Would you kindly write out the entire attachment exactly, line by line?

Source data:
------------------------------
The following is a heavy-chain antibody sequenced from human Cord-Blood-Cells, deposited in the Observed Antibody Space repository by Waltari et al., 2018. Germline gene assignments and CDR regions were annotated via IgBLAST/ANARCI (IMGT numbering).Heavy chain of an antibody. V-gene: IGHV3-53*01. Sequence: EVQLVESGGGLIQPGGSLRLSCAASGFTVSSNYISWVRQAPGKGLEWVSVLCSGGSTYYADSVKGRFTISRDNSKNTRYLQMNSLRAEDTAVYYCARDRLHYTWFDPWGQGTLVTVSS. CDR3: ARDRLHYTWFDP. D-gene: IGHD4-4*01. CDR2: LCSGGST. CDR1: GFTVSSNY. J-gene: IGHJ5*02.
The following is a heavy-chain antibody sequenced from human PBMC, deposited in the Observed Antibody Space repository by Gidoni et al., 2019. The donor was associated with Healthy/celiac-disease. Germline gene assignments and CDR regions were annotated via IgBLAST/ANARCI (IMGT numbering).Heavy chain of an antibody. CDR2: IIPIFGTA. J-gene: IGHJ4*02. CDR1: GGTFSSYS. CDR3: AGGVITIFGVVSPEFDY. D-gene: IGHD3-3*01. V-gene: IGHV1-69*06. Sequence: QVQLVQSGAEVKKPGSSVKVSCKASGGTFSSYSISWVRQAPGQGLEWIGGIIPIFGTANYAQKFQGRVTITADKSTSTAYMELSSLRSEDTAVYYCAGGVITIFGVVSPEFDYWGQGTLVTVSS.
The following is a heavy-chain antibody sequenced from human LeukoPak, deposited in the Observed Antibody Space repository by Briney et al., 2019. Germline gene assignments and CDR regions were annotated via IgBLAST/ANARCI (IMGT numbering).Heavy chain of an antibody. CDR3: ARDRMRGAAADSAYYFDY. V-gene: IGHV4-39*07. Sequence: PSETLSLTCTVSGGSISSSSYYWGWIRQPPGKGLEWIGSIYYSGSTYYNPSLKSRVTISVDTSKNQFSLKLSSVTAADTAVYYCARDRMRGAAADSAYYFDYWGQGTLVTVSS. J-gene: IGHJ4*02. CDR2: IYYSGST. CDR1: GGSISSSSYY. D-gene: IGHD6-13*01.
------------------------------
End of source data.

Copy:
The following is a heavy-chain antibody sequenced from human Cord-Blood-Cells, deposited in the Observed Antibody Space repository by Waltari et al., 2018. Germline gene assignments and CDR regions were annotated via IgBLAST/ANARCI (IMGT numbering).Heavy chain of an antibody. V-gene: IGHV3-53*01. Sequence: EVQLVESGGGLIQPGGSLRLSCAASGFTVSSNYISWVRQAPGKGLEWVSVLCSGGSTYYADSVKGRFTISRDNSKNTRYLQMNSLRAEDTAVYYCARDRLHYTWFDPWGQGTLVTVSS. CDR3: ARDRLHYTWFDP. D-gene: IGHD4-4*01. CDR2: LCSGGST. CDR1: GFTVSSNY. J-gene: IGHJ5*02.
The following is a heavy-chain antibody sequenced from human PBMC, deposited in the Observed Antibody Space repository by Gidoni et al., 2019. The donor was associated with Healthy/celiac-disease. Germline gene assignments and CDR regions were annotated via IgBLAST/ANARCI (IMGT numbering).Heavy chain of an antibody. CDR2: IIPIFGTA. J-gene: IGHJ4*02. CDR1: GGTFSSYS. CDR3: AGGVITIFGVVSPEFDY. D-gene: IGHD3-3*01. V-gene: IGHV1-69*06. Sequence: QVQLVQSGAEVKKPGSSVKVSCKASGGTFSSYSISWVRQAPGQGLEWIGGIIPIFGTANYAQKFQGRVTITADKSTSTAYMELSSLRSEDTAVYYCAGGVITIFGVVSPEFDYWGQGTLVTVSS.
The following is a heavy-chain antibody sequenced from human LeukoPak, deposited in the Observed Antibody Space repository by Briney et al., 2019. Germline gene assignments and CDR regions were annotated via IgBLAST/ANARCI (IMGT numbering).Heavy chain of an antibody. CDR3: ARDRMRGAAADSAYYFDY. V-gene: IGHV4-39*07. Sequence: PSETLSLTCTVSGGSISSSSYYWGWIRQPPGKGLEWIGSIYYSGSTYYNPSLKSRVTISVDTSKNQFSLKLSSVTAADTAVYYCARDRMRGAAADSAYYFDYWGQGTLVTVSS. J-gene: IGHJ4*02. CDR2: IYYSGST. CDR1: GGSISSSSYY. D-gene: IGHD6-13*01.